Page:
That is why I tried to stay away from narratives and mentioned what to me looked like facts: Palestinians fled, or were kicked out of “Palestine”, you get palestinian refugees in refugee camps and palestinians occupied in the WestBank. I have visited the biggest refugee camp in Lebanon and my lasting impression was that of a ghetto!(what a powerful and fitting metaphor), and I am trying very hard not to compare it to worse in recent Jewish narrative.

    It is first and foremost an Israeli problem that is not going away regardless of the creativity in the narratives. That is why I am asking you to put yourself in their shoes. What would then be your narrative? In your long e-mail you have not touched on the issue of the settlements, which was an important issue touched on, by both Lynette and myself, you would not have a problem with them by any chance?

    I do not dismiss the “indigenousness” of the Jews to Palestine. Only that they were not the only ones! Jews were indigenous to the entire Arab world. It is said that Baghdad was a third Jewish before 1948. 1967 brought an almost complete de-judaisation of the Arab World. In your narrative you dismiss an entire people form having ever lived in Palestine prior to the waves of Jewish migration in the last 150 years. That sounds like Terra Nullis. At best it is like the ostrich burying its head in the sand, and at worst of Nasser, of Hamas and others wanting to send the Jews to the Sea. Can you see the analogy? If you dismiss the palestinian people right to a place they call home, where their ancestors lived, how will you make peace with them? A just and honourable peace?

    You cannot lay the fundations of a Nation on the negation of another people. This is poison to good political governance. Because of it, I believe that the idealism and integretiy of the founding Fathers (and Mothers) is slowly changing to the likes of Katsav, Olmert and wait for it: Lierberman. Is the Extreme right compatible with a People that has experienced the Shoah?

    I have, (we all have) a personal stake in a more peaceful world, and especially a peaceful Israel/Palestine/Holy Land. This is my first foray in engaging a Jewish readership through a blog, to prod all stakeholders towards peace.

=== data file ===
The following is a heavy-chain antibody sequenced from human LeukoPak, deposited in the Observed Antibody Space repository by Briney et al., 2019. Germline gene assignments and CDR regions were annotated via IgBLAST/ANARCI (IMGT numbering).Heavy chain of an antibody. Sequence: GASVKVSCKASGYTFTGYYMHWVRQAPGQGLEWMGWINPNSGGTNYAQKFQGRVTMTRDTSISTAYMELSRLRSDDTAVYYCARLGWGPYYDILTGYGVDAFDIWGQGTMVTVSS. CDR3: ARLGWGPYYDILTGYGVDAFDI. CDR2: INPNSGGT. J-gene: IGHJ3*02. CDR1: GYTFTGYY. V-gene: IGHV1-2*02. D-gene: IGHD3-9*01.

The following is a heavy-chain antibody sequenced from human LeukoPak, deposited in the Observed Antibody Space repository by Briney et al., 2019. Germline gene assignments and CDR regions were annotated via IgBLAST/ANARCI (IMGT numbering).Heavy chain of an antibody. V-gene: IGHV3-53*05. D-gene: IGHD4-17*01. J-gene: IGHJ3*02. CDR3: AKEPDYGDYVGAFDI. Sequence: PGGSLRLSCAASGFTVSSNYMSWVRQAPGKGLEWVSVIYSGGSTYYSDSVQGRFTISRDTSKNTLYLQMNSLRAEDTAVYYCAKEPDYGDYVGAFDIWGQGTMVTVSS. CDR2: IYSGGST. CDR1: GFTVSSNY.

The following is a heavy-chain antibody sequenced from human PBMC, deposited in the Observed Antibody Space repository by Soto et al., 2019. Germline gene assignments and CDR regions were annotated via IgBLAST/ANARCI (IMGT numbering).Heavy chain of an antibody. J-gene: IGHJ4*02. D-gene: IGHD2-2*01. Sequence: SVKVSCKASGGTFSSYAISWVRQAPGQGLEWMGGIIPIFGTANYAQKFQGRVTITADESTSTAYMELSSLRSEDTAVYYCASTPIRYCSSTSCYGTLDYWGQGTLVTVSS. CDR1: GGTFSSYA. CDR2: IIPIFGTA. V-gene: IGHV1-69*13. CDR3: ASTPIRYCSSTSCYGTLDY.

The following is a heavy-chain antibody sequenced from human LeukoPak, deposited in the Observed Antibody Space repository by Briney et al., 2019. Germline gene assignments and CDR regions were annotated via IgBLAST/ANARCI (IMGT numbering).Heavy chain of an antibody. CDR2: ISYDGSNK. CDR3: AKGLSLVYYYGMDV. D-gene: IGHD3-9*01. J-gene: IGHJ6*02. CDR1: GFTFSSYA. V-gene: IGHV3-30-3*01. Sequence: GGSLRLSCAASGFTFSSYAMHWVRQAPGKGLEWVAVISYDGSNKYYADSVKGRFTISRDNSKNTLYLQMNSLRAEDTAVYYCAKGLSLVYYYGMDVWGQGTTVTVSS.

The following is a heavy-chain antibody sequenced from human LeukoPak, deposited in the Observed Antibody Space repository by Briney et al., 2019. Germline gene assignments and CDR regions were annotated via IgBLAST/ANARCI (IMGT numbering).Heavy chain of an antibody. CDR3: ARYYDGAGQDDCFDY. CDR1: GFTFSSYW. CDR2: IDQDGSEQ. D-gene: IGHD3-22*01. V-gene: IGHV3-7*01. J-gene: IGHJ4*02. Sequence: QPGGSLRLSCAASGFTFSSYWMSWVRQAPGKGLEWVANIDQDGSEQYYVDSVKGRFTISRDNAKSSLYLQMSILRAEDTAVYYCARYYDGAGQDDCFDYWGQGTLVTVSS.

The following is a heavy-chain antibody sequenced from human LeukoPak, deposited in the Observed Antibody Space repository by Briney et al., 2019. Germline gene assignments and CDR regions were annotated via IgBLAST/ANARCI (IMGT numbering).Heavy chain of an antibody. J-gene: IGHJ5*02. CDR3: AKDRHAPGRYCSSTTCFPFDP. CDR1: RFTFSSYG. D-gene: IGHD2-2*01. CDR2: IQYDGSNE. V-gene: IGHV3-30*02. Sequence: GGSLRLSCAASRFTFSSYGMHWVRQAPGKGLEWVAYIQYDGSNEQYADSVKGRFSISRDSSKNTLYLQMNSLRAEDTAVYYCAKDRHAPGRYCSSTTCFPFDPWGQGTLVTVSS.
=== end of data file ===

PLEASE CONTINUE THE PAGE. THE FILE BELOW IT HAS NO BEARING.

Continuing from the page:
Finally I value the honesty, the openess and the tolerance.

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  6. Larry Stillman says:


    There are many issues you raise in your post, that can be disputed, but I will only deal with one because it is one of the real faults on both side.

    With all due respect, the indigenous argument, for both Jews and Arabs /Palestinians is a furphy, given the hugely mixed racial (I don’t like the word) orgins of people, the mixture of religions and cultures, and throw in metaphyscial historical-relgious narratives and you have a huge mess.

    It is absolutely stupid and irrelevent to argue who came first when the history of the region is so overlayed by population changes. {whether of not you use the term Arab or Palestinian, it is still the same issue]

    Why? We should start at the very beginning, a very good place to start (please sing this)

    For the earliest ancient, local documentation, as far as I know, the Amarna letters from Egypt (which I have read in the original Akkdadian, with one of the greatest scholars, W.L. Moran), there are letters in the archive from local vassals which sometimes slip into a Canaanite dialect. They were not Jews, Hebrews, or whatever you want to call them. And the Hab/piru wer not Hebrews either (another group mentioned), but perhaps Hurrians. But they do tell us a lot about the politics and instability of that period.

    See the info at http://en.wikipedia.org/wiki/Amarna_letters

    It is also strongly argued by scholars that the ancient Hebrews were as much ‘derived’ from Canaanite origins as any external group, and the argument will never be completely resolved, because we don’t know the relationship between the ancient Hebrews who came from Mesopotamia (Abraham etc-Ur, Harran), and the people of Canaan, not to speak of Egyptian influences.

    It means that an Jewish people can’t be distinguished from the ancient culture and religion around it–and we see that struggle against that ‘influence’ in the way the Hebrew Bibile is constructed. It is even harder for scholars to know what was going on because of the multiple sources of the bible that mix together all sorts of religious streams–we end up with Ezra’s edition, though we know there were lost ‘books’. The results of modern bibilical archeological scholarship, although subject to a lot of argument, also show how tenunous are many of the truth claims made in the bible (and on the basis of it) See http://en.wikipedia.org/wiki/Israel_Finkelstein.